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Baseball is set to take its shot Down Under

SYDNEY – The object of the game's latest international obsession appeared on the right side of the lumbering two-story Qantas aircraft, some 14 hours after a bobcat mascot and his new pal, a misshapen kangaroo character wearing a red Qantas half-shirt (midriff exposed) and boozy eyeholes, had waved it off.

Maybe "obsession" is too strong. Curiosity maybe. Is there money to be made here? Athletes to farm? Relationships to nurture? Would anybody here care that Clayton Kershaw is the best in the world at this sort of thing? That Yasiel Puig is likely to do anything … twice? That Paul Goldschmidt is so good, so sound, so ridiculously decent as to be overlooked, which is why he is becoming a superstar?

[Also: Why the trade to Texas suits Prince Fielder just fine]

Depending on the source, baseball rates here somewhere after cricket, rugby and Aussie rules football, and somewhere before, maybe, recreational darts, depending on the stakes. Baseball being baseball, God bless its romantic soul, it will leap oceans to deliver its message, which is, in a nutshell, I'm not as plodding and complicated as you think I am.

With that, the Arizona Diamondbacks and a traveling party that filled five buses departed from Phoenix on Sunday night and crept into Sydney on Tuesday morning. They'd missed wholly St. Patrick's Day, which went pffft at the international dateline, though in the course of a long night the occasional green beer did totter through the economy cabin. (In a bitter coincidence, the Diamondbacks also lost their best pitcher – a man by the name of Patrick Corbin – to an elbow injury as it approached the same spot. Also, St. Patrick was fabled to have rid Ireland of snakes, and now the day named for him was rid of Diamondbacks. Conspiracies abound.)

There is perhaps no better time to come upon an unfamiliar city than at dawn, and from above, with orange rising in a distant sky. It also occurs to a weary passenger that after a half-day's journey with no land in sight, the pilot might be excused for musing to himself, "Found it again. Cool."

 

Down there somewhere, on a converted cricket ground, the Diamondbacks would begin their season. The Los Angeles Dodgers were a few hours behind, seemingly dragging their feet. This has always felt like an adventure for the Diamondbacks and a burden to the Dodgers. So, in the winged Qantas apartment complex, a light cheer went up when the first officer announced touch down in Sydney, and then some murmuring when he added context, that it was "Tuesday the 18th … of March," because at that point there was no telling.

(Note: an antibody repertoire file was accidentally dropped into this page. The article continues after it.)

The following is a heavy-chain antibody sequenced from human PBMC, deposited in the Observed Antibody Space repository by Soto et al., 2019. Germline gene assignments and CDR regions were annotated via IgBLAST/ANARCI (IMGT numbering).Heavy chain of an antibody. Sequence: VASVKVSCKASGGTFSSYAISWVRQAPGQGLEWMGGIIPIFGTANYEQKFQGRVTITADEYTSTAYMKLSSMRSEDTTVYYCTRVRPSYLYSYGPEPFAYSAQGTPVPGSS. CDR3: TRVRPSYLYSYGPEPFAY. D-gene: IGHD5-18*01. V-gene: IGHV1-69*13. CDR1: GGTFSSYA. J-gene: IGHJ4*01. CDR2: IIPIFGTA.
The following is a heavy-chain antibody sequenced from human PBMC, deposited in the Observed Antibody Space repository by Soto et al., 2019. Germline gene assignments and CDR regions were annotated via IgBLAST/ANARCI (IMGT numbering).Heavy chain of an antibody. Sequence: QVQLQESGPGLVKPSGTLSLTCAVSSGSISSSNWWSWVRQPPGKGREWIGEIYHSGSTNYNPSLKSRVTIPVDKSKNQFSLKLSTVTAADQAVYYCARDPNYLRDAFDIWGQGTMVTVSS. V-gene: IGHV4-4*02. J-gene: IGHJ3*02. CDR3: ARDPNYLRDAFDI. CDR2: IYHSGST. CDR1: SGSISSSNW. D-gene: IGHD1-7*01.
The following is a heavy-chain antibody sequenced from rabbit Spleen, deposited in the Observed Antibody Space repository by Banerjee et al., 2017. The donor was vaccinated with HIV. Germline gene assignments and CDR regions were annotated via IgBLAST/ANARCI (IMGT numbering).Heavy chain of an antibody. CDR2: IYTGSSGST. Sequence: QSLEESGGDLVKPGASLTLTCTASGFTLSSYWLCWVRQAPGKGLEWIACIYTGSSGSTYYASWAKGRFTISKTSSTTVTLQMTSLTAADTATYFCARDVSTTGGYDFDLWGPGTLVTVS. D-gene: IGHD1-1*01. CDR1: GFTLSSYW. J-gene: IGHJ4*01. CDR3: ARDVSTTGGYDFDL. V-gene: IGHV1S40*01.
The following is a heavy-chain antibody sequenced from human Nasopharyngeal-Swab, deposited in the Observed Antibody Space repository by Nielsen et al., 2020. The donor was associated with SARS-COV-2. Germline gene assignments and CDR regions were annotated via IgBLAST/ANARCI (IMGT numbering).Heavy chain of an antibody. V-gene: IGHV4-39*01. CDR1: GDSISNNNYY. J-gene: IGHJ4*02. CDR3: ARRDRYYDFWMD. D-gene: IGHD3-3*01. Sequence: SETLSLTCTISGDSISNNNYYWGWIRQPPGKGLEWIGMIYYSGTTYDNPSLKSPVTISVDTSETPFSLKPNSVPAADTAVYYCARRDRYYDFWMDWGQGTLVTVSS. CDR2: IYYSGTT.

Led by the owner and the president and the general manager, accessorized by wives and significant others, the Diamondbacks went by bus to their hotel, then by bus for a tour of the city, then by bus to the Sydney Cricket Ground, where they'd hold a light workout, because the ruin of the time and distance traveler is the siren call of the nap. (They talk of naps here like they do crack in the States; one whiff and before long you're on a park bench eyeing pigeons for lunch.)

That and the realization one's cell phone has no idea where it is and, furthermore, wants nothing to do with wherever it is, and in that way totally gets where the Dodgers are coming from.

Anyway, the folks at Major League Baseball took a look at this delightful city on the southeast coast of Australia, its nearly five million inhabitants, and figured there must be baseball fans there. And beyond. About a year and a half ago, the league approached the ever-peppy Diamondbacks, who eagerly agreed to the roadie. The Dodgers went along. For a few hours over one weekend baseball will take its shot here, in a country that has produced 27 major-league players in the past century. We're talking Grant Balfour and Graeme Lloyd and Peter Moylan and Craig Shipley, who is assistant to Diamondbacks general manager Kevin Towers, and Ryan Rowland-Smith, a non-roster invitee in Diamondbacks camp.

The iconic Sydney Cricket Ground, for the uninitiated, was raised in the mid-19th Century. Today, it's half Churchill Downs, a quarter Veterans Stadium, a quarter ESPN signage, and all national treasure. They moved thousands of tons of earth and sod, shipped from San Diego more than 200 tons of special clay for the basepaths and mound, and on Saturday they'll play the first regular-season major-league game on Australian soil – 400 to dead center and 328 down the lines.

Sydney-born Rowland-Smith came here as a boy, sat in these seats, and watched the national games. They were wonderful enough.

"But," he said, "I wanted to do something different."

He acquired a tape of the 1993 World Series, Toronto Blue Jays over the Philadelphia Phillies in six, which he watched until he'd memorized the lineups and the outcomes, discovering baseball that way. It was the only way.

"I was infatuated," he said.

By Sunday night he was on a flight home for a real baseball game. He'd wear a big-league uniform on this field, maybe even stand on a mound that few ever would have imagined would be there, and he'd be joined by tens of thousands of his countrymen.

Maybe some will be obsessed. Baseball hopes curious, at the very least.

 

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